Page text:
The lipgloss was not allowed at school or even at home but I did wear it secretly whilst dancing round my room to “Heart of Glass”. And so it began. Not the shoplifting, which I never tried again, but my love of makeup and all it could do.
It never entered my mind to become a makeup artist, in fact I wasn’t even aware of it as a job until a very historical event in 1981 (more on that later) and I thought “imagine doing that for a job. Must be nice.” It was never going to be for me, because I was destined for a life of academia and was definitely going to be a professional…something.
And now here I am! Painting faces (and sometimes bodies) for a living that is fun, artistic and often challenging, but on the whole it’s quite fantastic because making people beautiful is a wonderful thing.
Upon reflection, I think other people could have noticed that the signs were there early on. I had an older sister and a glamourous mum and would watch them doing their stuff…and then “borrow” things to paint myself in a similar vein! Once I painted green eyeshadow up to my eyebrows and thought it was very fabulous! Not really a good look while riding around on a bike.
I was a child of the BBC, and spent very many Saturdays watching black & white movies of the 1940’s and 50’s, in awe of those film stars of bygone years. The Queens of Hollywood: Rita Hayworth, Marilyn Monroe, Ava Gardner, then Bridgitte Bardot, Catherine Deneuve. Mature, fantastic beauties. Wonderful stuff. Yep, I should have known.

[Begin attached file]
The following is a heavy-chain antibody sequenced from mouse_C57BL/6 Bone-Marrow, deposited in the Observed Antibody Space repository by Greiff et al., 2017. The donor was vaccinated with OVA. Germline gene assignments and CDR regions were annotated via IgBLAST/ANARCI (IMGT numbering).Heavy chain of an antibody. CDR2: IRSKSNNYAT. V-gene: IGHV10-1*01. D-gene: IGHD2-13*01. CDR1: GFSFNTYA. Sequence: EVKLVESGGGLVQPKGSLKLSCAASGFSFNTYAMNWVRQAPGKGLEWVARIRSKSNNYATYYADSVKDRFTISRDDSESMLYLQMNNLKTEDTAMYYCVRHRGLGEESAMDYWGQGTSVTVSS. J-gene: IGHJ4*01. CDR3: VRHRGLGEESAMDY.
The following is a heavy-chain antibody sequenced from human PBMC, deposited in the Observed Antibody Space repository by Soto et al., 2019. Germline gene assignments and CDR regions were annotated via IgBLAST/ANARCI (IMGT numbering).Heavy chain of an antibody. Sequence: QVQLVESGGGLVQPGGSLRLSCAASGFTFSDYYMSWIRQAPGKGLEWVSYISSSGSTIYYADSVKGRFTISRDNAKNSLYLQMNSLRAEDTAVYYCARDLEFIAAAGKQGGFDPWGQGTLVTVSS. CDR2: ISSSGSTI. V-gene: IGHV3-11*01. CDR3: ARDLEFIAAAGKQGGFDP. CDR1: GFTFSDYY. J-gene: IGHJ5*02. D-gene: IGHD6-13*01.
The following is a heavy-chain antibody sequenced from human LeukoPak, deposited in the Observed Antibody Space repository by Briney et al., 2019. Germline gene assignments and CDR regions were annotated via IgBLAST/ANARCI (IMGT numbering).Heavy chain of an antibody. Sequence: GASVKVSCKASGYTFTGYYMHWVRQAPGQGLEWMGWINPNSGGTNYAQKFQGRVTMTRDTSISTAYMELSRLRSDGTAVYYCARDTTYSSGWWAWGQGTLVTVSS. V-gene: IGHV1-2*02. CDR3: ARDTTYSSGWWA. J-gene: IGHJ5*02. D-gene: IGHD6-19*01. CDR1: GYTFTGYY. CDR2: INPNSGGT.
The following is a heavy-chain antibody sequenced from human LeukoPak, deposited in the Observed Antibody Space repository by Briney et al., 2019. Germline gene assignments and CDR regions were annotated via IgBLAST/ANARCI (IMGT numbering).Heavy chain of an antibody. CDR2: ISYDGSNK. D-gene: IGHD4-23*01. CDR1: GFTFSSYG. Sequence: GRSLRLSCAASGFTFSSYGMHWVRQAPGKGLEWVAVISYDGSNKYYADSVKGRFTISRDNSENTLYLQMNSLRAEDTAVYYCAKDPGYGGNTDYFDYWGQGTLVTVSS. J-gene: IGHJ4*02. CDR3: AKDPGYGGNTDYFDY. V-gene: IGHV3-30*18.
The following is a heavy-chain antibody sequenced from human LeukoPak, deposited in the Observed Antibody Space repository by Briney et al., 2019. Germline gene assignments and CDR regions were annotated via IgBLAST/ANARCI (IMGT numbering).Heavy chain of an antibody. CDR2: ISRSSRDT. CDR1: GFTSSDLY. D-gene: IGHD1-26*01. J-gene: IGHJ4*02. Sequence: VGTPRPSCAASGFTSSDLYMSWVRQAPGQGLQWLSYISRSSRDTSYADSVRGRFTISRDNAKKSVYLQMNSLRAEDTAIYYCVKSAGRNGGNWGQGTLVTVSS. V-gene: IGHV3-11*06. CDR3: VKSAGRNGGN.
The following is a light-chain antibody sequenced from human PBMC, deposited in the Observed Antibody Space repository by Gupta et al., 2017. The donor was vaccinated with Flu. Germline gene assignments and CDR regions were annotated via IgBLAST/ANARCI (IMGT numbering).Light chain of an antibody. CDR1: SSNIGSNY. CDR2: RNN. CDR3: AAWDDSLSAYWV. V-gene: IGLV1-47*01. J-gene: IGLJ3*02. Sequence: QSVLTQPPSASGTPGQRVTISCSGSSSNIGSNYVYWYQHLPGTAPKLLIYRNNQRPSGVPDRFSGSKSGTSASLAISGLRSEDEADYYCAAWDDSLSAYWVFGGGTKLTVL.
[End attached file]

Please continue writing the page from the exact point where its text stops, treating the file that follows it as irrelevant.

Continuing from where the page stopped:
The first time I was actually paid to do makeup was a revelation to me. So although I never expected or really even planned to become a makeup artist, I do come by it honestly, from a long line of women who took looking good seriously, for what is was worth in their lives at different times. These were not women who had much money, but were always well turned out and very stylish for their means.
I think they would have been happy for me. And though I may still become a professional “something” one day, you just never know, for now I am a makeup artist, making the world a more beautiful place, one face at a time.
Hello! To glossaholics and beauty beginners alike! I’m Wendy, a Brit pro-makeup artist with more than one passport and almost twenty years under my belt; that’s a lot of makeup and skincare. I have loads of info to share and questions to answer, so I hope you enjoy getting a glimpse into my life in makeup.